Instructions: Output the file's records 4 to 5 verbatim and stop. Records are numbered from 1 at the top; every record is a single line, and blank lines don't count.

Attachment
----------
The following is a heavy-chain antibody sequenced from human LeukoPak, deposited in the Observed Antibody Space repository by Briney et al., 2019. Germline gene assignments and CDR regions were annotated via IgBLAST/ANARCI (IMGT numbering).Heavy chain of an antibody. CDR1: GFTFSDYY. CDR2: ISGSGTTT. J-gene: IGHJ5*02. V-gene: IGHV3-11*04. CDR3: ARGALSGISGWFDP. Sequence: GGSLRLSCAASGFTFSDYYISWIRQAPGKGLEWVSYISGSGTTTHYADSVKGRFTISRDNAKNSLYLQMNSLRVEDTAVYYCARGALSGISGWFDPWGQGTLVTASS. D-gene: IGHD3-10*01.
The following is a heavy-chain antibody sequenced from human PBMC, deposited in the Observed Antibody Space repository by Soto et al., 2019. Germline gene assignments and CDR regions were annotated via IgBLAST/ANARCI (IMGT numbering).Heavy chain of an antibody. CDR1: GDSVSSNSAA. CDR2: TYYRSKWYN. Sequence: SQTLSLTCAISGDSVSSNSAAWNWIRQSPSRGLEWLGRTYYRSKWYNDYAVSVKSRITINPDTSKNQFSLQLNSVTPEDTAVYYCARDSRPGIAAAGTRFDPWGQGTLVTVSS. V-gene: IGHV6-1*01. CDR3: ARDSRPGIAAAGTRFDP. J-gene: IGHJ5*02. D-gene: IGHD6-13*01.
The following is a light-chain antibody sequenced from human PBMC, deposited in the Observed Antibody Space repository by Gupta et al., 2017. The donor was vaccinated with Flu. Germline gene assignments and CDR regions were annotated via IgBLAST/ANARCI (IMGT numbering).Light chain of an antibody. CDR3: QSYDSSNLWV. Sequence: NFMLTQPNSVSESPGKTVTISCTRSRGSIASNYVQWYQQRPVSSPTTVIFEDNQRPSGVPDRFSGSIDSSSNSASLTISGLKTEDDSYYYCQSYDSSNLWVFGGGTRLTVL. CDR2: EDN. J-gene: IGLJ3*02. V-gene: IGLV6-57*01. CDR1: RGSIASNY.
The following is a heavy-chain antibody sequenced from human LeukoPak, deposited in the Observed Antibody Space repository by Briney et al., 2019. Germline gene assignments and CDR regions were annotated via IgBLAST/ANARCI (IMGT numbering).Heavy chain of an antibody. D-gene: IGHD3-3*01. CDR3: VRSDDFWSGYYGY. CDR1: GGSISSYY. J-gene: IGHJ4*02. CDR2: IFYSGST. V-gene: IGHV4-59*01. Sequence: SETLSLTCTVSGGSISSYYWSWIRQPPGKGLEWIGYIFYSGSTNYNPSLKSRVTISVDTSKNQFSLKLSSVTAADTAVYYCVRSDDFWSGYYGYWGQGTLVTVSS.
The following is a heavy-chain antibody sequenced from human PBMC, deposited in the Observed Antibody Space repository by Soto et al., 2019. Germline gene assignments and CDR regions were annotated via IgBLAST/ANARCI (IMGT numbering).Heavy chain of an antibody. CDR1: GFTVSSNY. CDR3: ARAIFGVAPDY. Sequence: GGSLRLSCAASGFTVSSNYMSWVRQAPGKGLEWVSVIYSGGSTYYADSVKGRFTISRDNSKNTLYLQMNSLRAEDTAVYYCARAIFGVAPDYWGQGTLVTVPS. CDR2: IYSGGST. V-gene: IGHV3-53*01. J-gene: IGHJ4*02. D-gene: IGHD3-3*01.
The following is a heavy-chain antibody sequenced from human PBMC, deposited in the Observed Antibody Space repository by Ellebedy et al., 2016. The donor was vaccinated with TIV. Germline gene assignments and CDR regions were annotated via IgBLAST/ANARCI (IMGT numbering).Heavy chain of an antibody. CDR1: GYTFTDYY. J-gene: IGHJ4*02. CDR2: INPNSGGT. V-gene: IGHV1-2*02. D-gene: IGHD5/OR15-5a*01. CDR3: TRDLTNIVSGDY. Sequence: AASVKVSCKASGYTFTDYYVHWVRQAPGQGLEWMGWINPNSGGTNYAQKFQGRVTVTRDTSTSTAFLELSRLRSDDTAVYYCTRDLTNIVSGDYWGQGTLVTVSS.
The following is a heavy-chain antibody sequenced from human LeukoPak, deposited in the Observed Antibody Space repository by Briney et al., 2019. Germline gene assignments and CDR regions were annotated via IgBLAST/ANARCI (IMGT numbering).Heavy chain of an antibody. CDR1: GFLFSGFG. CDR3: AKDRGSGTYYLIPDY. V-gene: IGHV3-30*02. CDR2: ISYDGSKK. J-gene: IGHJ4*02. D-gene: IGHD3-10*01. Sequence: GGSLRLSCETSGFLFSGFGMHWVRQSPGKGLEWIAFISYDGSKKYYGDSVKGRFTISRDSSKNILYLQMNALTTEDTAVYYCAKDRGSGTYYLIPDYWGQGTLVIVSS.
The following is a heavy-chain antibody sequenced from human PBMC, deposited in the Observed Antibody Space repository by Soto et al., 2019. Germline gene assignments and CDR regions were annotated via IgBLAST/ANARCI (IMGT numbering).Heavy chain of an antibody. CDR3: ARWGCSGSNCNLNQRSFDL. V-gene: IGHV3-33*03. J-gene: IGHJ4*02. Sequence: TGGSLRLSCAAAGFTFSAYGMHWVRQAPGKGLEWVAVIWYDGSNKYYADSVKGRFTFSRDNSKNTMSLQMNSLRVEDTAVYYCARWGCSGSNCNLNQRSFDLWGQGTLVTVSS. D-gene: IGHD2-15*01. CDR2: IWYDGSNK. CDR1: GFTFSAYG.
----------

The following is a heavy-chain antibody sequenced from human LeukoPak, deposited in the Observed Antibody Space repository by Briney et al., 2019. Germline gene assignments and CDR regions were annotated via IgBLAST/ANARCI (IMGT numbering).Heavy chain of an antibody. D-gene: IGHD3-3*01. CDR3: VRSDDFWSGYYGY. CDR1: GGSISSYY. J-gene: IGHJ4*02. CDR2: IFYSGST. V-gene: IGHV4-59*01. Sequence: SETLSLTCTVSGGSISSYYWSWIRQPPGKGLEWIGYIFYSGSTNYNPSLKSRVTISVDTSKNQFSLKLSSVTAADTAVYYCVRSDDFWSGYYGYWGQGTLVTVSS.
The following is a heavy-chain antibody sequenced from human PBMC, deposited in the Observed Antibody Space repository by Soto et al., 2019. Germline gene assignments and CDR regions were annotated via IgBLAST/ANARCI (IMGT numbering).Heavy chain of an antibody. CDR1: GFTVSSNY. CDR3: ARAIFGVAPDY. Sequence: GGSLRLSCAASGFTVSSNYMSWVRQAPGKGLEWVSVIYSGGSTYYADSVKGRFTISRDNSKNTLYLQMNSLRAEDTAVYYCARAIFGVAPDYWGQGTLVTVPS. CDR2: IYSGGST. V-gene: IGHV3-53*01. J-gene: IGHJ4*02. D-gene: IGHD3-3*01.